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NZ's arguments win at the United Nations


Rt Hon Winston Peters
Minister of Foreign Affairs

6 December 2006

NZ's arguments win at the United Nations

Foreign Minister Winston Peters has welcomed the United Nations' rejection of the draft declaration on the rights of indigenous peoples.

"This is an good outcome. The text was fundamentally flawed. It was inconsistent with international law, and established a patronising and unworkable international standard that took little account of contemporary realities," Mr Peters said.

"After 11 years of negotiations – in which we played a leading role – failed to reach a consensus, the Chair produced his own text, which would have been impossible to implement even for countries like New Zealand that have the best of intentions and a strong record on indigenous rights.

"The Chair's text was forced to the vote and narrowly adopted by the Human Rights Council earlier this year, despite a lack of genuine agreement on it, and that the fact that many countries that actively supported it not having indigenous peoples, and some supporters indicating that they had little intention of implementing it.

"New Zealand opposed the adoption and called for further work on it, so we are pleased that the text failed to win final endorsement when it was considered by the UN General Assembly in New York.

"By that stage, it was clear to other countries that the declaration was not
workable across differing national situations. As a result, 83 countries voted in favour of deferring the declaration for further consultation, and no-one voting against it.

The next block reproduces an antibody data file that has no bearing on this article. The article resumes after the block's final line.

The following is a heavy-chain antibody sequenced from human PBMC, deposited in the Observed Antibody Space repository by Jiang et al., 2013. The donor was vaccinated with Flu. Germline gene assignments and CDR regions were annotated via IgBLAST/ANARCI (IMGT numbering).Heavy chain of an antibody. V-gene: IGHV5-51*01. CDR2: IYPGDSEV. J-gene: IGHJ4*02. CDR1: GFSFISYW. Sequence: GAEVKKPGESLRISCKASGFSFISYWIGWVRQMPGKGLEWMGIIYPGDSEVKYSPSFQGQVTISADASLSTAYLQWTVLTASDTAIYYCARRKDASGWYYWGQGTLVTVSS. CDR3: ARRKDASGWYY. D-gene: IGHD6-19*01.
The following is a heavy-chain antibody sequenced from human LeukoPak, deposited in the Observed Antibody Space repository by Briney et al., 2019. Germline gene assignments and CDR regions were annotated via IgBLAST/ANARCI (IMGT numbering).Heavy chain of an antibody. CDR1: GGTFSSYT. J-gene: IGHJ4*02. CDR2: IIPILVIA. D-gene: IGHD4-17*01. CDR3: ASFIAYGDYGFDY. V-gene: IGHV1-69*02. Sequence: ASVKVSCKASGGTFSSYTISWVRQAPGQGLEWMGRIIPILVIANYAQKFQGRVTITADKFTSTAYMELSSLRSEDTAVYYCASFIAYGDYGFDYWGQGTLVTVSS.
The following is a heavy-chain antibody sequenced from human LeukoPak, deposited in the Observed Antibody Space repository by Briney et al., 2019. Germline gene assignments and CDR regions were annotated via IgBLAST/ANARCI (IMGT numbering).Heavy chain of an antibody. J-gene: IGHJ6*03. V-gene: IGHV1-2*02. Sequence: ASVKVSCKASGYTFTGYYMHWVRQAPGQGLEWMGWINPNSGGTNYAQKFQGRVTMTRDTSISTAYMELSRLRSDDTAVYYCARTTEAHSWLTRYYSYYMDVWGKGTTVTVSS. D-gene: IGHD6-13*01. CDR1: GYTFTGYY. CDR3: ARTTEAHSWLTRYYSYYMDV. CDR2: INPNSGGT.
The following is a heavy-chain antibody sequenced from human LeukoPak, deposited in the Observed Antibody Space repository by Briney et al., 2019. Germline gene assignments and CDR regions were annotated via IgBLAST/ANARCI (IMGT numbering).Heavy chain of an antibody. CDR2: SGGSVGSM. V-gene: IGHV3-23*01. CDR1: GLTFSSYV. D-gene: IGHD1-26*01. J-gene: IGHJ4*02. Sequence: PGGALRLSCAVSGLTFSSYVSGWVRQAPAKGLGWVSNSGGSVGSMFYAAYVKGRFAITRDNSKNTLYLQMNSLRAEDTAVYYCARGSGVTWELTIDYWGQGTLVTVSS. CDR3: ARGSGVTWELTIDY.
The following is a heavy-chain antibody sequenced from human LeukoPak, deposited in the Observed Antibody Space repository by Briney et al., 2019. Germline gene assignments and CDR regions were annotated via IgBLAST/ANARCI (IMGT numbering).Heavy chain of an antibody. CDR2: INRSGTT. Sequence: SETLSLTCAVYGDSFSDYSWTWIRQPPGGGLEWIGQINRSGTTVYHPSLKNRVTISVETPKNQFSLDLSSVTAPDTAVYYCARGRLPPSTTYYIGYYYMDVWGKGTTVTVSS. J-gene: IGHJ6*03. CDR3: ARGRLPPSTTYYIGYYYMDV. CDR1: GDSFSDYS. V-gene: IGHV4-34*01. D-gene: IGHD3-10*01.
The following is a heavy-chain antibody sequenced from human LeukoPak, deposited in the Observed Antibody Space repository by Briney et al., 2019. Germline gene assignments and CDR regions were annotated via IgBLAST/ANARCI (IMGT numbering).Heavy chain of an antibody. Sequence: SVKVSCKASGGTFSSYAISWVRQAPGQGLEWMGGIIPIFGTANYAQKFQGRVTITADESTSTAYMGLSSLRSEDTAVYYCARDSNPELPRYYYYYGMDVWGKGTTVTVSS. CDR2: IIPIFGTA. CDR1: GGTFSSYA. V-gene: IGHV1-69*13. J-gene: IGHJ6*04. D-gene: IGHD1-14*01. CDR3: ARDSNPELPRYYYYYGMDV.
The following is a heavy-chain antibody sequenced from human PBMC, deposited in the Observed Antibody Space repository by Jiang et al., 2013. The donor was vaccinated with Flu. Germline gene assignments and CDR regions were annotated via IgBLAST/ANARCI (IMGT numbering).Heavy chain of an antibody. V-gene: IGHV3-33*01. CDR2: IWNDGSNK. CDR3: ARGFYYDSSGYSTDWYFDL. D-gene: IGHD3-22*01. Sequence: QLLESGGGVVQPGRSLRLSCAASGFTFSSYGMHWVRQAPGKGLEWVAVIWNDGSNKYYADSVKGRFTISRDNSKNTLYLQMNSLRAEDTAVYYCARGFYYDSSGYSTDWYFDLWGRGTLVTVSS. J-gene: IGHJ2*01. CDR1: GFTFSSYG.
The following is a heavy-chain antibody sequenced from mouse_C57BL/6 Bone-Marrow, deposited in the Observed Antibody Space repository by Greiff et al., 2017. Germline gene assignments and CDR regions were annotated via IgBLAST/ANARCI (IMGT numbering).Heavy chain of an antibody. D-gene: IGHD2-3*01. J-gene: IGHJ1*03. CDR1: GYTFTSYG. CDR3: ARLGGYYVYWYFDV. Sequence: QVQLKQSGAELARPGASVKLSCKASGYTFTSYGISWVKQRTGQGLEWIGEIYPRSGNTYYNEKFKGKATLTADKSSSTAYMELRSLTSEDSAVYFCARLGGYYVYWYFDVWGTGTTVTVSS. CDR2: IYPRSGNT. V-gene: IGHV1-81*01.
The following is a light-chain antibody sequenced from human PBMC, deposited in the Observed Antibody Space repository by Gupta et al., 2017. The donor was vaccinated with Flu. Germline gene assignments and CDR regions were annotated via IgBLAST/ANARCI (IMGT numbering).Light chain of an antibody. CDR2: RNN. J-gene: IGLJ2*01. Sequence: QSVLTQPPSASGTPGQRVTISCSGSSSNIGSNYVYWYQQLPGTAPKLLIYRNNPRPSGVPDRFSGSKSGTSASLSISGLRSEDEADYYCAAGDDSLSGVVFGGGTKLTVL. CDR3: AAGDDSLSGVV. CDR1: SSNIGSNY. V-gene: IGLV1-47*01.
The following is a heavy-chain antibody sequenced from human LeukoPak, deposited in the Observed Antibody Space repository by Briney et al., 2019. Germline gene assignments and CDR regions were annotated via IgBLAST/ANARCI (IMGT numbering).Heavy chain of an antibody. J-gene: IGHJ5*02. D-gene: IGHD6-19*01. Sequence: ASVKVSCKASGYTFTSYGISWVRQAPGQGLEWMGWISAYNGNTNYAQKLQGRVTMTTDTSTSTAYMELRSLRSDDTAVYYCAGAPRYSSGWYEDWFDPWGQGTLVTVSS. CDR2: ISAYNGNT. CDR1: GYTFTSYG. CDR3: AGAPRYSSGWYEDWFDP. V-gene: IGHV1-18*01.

"The UN has taken the only sensible step in deciding that this document must be re-examined. It was wrong that the world's 400 million indigenous peoples should be treated to a second rate declaration on their rights, that governments could either not implement or simply ignore.

"The General Assembly's decision shows New Zealand got it right. Regrettably, it also reveals that some countries are disingenuous in how they regard their own indigenous peoples.

"The government was criticised by the likes of the Maori Party and the Greens for taking this principled position, but the critics were poorly informed.

"We now have the chance to fix the text so that it has the potential to make a real difference for those indigenous people who most need it. We want a text that has the capacity to build harmonious and enduring relationships between
indigenous and non-indigenous citizens. And we want a text that looks forwards and not backwards," Mr Peters said.

ENDS

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